I never intended to make a film that would take 18 years to complete. I did not expect to visit prisons throughout this country or to learn that mass incarceration of kids is a terrible crime against youth and does not work.

Over the years, I've made many films and video installations that aim to give "voice" to sub-groups within American culture creating stories that give visibility to their identity and concerns and formally function within communities in unexpected ways. Despite this experience, nothing prepared me for an event that would change my life forever.

In 1994 a student was shot and killed standing outside Seattle's Ballard High School waiting for the bus.  The community was shaken. Like others, I asked myself, " I'm an artist and a mother, what can I do to change what is going on?" Opportunity knocked in the form of an invitation to go to Green Hill School, a maximum security prison for minors. My plan was simply to teach inmates video production. I also thought I'd conduct interviews and do a film of my own.

The 10 boys in my class were ages 16 to 19. They entered the justice system as early as 10 or 12 and it wasn't more than a few years later that all but one were sentenced to prison. Most had committed serious crimes. Some also battled hard-core addictions. I saw plenty of gang tattoos and bravado but when I filmed these kids talking about their childhoods, I realized there were only minor differences between them and my own son who was then 15. I anticipated following the boys for 3 more years after their release from Green Hill, but once I got to know them, I cared about them, and I couldn't walk away.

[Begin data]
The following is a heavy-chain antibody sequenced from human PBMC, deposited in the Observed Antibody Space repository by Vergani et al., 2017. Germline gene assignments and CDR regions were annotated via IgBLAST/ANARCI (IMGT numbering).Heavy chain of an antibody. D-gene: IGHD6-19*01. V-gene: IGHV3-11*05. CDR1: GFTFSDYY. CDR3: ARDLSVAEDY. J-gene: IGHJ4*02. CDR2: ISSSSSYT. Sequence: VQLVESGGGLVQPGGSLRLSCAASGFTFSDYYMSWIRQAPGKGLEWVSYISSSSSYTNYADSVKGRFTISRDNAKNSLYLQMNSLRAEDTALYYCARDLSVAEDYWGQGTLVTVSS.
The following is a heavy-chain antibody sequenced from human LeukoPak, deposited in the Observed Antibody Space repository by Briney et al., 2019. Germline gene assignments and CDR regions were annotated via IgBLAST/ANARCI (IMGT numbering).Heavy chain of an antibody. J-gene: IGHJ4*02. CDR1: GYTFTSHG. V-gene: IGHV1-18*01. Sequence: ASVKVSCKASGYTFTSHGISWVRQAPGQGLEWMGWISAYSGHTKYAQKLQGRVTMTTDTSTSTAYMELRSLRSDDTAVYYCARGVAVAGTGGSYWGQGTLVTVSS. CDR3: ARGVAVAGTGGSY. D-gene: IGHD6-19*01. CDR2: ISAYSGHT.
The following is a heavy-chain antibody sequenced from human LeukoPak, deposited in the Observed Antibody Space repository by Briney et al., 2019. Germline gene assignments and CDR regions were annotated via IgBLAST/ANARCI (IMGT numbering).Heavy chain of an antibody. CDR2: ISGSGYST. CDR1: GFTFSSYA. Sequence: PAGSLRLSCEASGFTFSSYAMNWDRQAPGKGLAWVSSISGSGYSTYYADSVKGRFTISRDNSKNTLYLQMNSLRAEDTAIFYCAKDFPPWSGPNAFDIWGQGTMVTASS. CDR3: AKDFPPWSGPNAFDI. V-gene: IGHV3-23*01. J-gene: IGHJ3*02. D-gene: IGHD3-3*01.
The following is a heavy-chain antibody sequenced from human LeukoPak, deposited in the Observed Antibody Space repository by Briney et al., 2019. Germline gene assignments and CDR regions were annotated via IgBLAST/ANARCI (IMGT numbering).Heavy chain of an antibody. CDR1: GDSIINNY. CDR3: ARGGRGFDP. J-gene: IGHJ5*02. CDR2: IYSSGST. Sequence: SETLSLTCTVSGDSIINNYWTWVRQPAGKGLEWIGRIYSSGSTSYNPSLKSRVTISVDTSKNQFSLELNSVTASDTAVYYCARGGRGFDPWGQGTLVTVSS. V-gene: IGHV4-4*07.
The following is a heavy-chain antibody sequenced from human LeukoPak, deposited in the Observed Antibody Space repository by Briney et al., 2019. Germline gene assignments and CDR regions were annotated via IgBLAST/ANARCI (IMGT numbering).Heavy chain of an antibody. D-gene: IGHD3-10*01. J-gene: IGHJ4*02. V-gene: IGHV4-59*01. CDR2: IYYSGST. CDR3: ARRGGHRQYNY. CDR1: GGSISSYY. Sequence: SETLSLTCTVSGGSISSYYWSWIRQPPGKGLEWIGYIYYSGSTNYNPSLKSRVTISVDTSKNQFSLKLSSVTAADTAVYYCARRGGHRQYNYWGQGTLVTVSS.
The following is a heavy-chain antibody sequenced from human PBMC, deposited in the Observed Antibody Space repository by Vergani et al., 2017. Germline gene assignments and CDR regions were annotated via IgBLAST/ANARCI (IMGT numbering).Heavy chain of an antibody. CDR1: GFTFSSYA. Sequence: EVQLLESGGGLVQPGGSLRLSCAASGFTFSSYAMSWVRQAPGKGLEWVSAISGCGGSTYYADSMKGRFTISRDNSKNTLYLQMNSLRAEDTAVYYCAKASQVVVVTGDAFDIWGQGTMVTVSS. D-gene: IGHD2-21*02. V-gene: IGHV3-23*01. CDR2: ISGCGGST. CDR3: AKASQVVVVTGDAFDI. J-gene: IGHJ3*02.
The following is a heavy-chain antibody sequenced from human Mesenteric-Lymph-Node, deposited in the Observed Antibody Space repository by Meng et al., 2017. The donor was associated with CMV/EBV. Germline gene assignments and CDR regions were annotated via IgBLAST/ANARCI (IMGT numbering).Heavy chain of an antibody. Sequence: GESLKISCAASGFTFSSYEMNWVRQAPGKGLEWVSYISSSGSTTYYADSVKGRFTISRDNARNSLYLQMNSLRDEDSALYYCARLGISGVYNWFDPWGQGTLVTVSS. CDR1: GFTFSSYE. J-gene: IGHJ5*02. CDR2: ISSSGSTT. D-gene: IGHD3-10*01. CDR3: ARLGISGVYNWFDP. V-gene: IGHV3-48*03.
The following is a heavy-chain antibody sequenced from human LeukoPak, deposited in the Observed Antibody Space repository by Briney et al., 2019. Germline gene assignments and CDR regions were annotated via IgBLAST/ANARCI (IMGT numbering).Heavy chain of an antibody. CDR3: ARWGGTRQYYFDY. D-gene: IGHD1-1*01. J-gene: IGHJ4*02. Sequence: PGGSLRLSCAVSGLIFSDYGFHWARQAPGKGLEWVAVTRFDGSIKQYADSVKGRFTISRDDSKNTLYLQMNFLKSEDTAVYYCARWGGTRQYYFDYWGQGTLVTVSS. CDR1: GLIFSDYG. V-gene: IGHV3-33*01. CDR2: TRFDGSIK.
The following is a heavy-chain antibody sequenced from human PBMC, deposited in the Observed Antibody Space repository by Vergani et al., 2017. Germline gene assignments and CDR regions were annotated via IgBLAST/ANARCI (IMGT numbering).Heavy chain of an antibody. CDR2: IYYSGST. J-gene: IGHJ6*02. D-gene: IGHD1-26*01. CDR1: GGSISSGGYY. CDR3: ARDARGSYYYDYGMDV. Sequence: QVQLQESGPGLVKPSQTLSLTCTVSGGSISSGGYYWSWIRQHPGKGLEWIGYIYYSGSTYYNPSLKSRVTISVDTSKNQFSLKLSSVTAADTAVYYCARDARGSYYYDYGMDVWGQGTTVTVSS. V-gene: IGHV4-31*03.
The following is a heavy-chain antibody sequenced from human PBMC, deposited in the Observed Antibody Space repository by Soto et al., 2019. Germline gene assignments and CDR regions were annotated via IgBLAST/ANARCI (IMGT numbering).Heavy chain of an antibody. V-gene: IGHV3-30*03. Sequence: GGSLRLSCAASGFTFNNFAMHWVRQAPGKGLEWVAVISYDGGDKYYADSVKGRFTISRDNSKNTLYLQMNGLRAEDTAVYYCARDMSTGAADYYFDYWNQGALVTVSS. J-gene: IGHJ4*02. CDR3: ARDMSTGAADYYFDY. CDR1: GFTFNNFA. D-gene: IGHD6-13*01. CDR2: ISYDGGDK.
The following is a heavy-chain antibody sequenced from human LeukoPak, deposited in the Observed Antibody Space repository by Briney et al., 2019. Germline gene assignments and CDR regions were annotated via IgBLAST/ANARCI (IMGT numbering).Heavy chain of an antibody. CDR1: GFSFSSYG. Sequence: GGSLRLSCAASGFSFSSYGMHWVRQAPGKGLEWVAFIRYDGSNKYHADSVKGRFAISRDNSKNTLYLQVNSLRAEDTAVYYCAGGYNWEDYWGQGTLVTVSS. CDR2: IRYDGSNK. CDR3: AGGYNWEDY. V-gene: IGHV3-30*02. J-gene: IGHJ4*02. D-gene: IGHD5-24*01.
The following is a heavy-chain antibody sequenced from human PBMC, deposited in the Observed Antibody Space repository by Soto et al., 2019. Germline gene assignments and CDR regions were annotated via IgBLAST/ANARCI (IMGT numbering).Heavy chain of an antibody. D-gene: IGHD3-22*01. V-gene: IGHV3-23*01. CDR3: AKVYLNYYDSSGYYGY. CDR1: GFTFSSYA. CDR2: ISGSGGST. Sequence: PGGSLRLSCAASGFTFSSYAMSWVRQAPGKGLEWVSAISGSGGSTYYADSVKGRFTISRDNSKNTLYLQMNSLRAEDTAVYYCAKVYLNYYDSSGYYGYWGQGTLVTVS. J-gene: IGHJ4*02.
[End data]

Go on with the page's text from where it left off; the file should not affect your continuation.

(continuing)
In 1999, "video portraits" of my students were screened as evening window installations in two locations; 911 Media Arts Center and Tacoma's Commencement Gallery. I wanted to move beyond pure documentation to engage in a deeper consideration of content made possible through the use of aesthetic tools and form.

Over the next 15 years I continued to record their stories. I watched their situations become so dire, while prison conditions grew ever more draconian. I could no longer remain silent. By 2008, the internet provided the means to effectively communicate their experience to others, and essential financial support from 4Culture, the Flintridge Foundation, the Hayward Family Foundation, Cornish College of the Arts, Seattle's Office of Arts and Cultural Affairs, and Individual patrons made production of the film possible.

Many of us have never come in contact with a felon. I hadn't. I found that the stereotypes just didn't fit, and the labels needed a human face. MINOR DIFFERENCES follows five of the original ten offenders on their journey from adolescence to manhood, and challenges the viewer to see them and their circumstances in new ways.